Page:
This is the fourth in the “Pathway Series” of stories on Jeremiah Espersen, a retired Army sergeant pursuing a teaching degree at Trinity Baptist College in Jacksonville. Read Part 3 here, which outlined Espersen’s efforts to strike the proper balance between his heavy course load and family life. In Part 4, we look back on lessons learned during his first year at Trinity Baptist.
After a jam-packed 2017-18 school year, Jeremiah Espersen is enjoying some quality time with his family this summer.
“I’m taking the breather I wish I could’ve had,” said Espersen, who took on 18 credit hours during his fall semester at Trinity Baptist College in Jacksonville followed by a spring term with 17 credits. “We went on a little vacation to Disney World, I’ve spent time with my parents, and we’ve done some swimming lessons for the kids.
“I feel like I missed out on some family stuff for parts of the fall and spring, so I want to take this time to build some special memories with my wife and kids.”
Espersen, 40, is pursuing a bachelor’s degree in secondary education at Trinity Baptist. He’s ready to take on a similarly heavy course load going forward if it helps him achieve his goal of becoming a high school teacher sooner.
“I don’t think I’m going to get a class load for a semester that’s less than 16 (credit hours),” Espersen said. “If I had my way, I would space it out a little bit more. But as long as I can get out in four years and be able to teach, I’m good.”
Espersen said a big part of the reason he was able to focus on his studies was because he didn’t have to contend with any financial strain related to paying for tuition or housing for his family. His tuition was almost entirely covered by the G.I. Bill, while the rest was covered by the full Pell Grant he was awarded for the 2017-18 school year.
The Pell Grant helped cover housing costs for Espersen, his wife, and the couple’s three kids during the months he wasn’t enrolled in school.
“That was a huge lifesaver,” Espersen said of qualifying for the full Pell Grant. “It helped us big time with housing (costs).”
As of early July, Espersen was waiting to hear whether he would receive a Pell Grant award for the 2018-19 school year.
“I had two backup options if I didn’t get the Pell last year,” Espersen said. “I could get look into getting a loan, which I really didn’t want to do, or I could go and work a temporary part-time job.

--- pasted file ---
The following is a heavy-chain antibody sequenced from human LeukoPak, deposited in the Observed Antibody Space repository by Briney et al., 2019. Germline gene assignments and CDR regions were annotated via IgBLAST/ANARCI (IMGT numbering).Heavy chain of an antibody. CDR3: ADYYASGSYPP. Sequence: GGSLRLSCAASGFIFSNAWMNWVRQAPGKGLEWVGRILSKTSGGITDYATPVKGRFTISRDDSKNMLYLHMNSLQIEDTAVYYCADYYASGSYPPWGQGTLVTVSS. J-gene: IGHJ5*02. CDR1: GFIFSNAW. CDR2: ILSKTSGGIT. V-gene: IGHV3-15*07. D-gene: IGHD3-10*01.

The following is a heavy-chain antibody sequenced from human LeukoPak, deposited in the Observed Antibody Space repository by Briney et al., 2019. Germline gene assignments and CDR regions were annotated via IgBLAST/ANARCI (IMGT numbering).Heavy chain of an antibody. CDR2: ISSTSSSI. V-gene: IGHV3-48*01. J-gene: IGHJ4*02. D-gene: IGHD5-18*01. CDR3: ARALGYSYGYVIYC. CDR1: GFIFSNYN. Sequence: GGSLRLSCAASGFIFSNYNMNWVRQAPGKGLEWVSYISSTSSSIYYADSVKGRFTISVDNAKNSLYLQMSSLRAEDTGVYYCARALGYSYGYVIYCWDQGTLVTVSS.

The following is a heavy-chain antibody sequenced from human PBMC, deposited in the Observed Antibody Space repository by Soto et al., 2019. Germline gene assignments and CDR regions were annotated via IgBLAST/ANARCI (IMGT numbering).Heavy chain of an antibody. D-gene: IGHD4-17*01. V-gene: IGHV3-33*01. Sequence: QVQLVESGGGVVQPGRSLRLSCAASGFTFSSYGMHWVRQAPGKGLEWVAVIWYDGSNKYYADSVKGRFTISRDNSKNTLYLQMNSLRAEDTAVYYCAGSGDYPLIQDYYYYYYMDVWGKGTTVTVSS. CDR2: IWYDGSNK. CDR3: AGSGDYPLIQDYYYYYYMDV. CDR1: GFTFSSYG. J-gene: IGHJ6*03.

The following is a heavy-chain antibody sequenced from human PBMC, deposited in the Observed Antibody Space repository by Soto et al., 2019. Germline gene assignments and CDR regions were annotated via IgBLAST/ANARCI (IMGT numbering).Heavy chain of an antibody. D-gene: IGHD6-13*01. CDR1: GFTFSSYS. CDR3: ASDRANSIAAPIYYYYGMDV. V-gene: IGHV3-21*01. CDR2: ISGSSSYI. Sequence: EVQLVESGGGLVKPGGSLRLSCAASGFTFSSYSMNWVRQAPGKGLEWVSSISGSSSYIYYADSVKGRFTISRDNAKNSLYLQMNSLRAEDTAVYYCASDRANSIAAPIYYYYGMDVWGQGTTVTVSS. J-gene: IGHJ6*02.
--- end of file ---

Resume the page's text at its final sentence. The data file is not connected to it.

“The part-time job thing would’ve been tough because if I wasn’t seeing much of my family before with all my classes, I definitely wouldn’t then.”
Despite the heavy course load, Espersen was satisfied with his academic performance during his first year at Trinity Baptist. It had been 21 years since the retired Army sergeant had been in a classroom as a student.
“Once you understand the particular intricacies of each professor — how they like to do quizzes, tests, or assignments — you learn how to prioritize tasks,” Espersen said. He became interested in teaching as a career during a stint at Fort Huachuca, where he served as an instructor. “It was interesting learning how much personality has to do with the way you teach: a lot of it is pretty cut and dry in the Army, but college professors have much greater leeway to change things up mid-stream.”
As for the rest of this summer, Espersen said he might explore some volunteer opportunities in downtown Jacksonville with this family.
“I’m thinking maybe something where we help the homeless, as long as it’s safe, of course,” he said. “I really want to bring my kids and help them understand that life is not all about you and there are people out there who might have the things that we have.”
This story is part of Florida College Access Network’s “Pathway Series,” a year-long project that seeks to highlight the diversity of experiences students face as they pursue postsecondary degrees. Each student will be profiled at the start of the school year, during the fall, in the spring, and during the summer following the conclusion of their first year.
Jeremiah Espersen is striving for better work-life balance during spring semester
Aspiring teacher Jeremiah Espersen learned a few lessons during fall semester at Trinity Baptist College
Jeremiah Espersen: The Army sergeant goes back to school
Introducing “The Pathway Series: Stories of Florida Students and Their Journey Through College”